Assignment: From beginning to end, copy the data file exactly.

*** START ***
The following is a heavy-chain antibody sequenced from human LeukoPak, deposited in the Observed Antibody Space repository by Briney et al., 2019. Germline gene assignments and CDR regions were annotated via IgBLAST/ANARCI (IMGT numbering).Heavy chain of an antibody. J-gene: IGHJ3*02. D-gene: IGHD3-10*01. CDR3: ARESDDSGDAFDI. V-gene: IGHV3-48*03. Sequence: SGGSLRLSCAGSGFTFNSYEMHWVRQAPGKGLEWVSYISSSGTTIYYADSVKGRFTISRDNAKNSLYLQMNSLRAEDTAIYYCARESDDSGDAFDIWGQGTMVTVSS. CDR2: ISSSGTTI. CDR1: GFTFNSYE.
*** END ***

The following is a heavy-chain antibody sequenced from human LeukoPak, deposited in the Observed Antibody Space repository by Briney et al., 2019. Germline gene assignments and CDR regions were annotated via IgBLAST/ANARCI (IMGT numbering).Heavy chain of an antibody. J-gene: IGHJ3*02. D-gene: IGHD3-10*01. CDR3: ARESDDSGDAFDI. V-gene: IGHV3-48*03. Sequence: SGGSLRLSCAGSGFTFNSYEMHWVRQAPGKGLEWVSYISSSGTTIYYADSVKGRFTISRDNAKNSLYLQMNSLRAEDTAIYYCARESDDSGDAFDIWGQGTMVTVSS. CDR2: ISSSGTTI. CDR1: GFTFNSYE.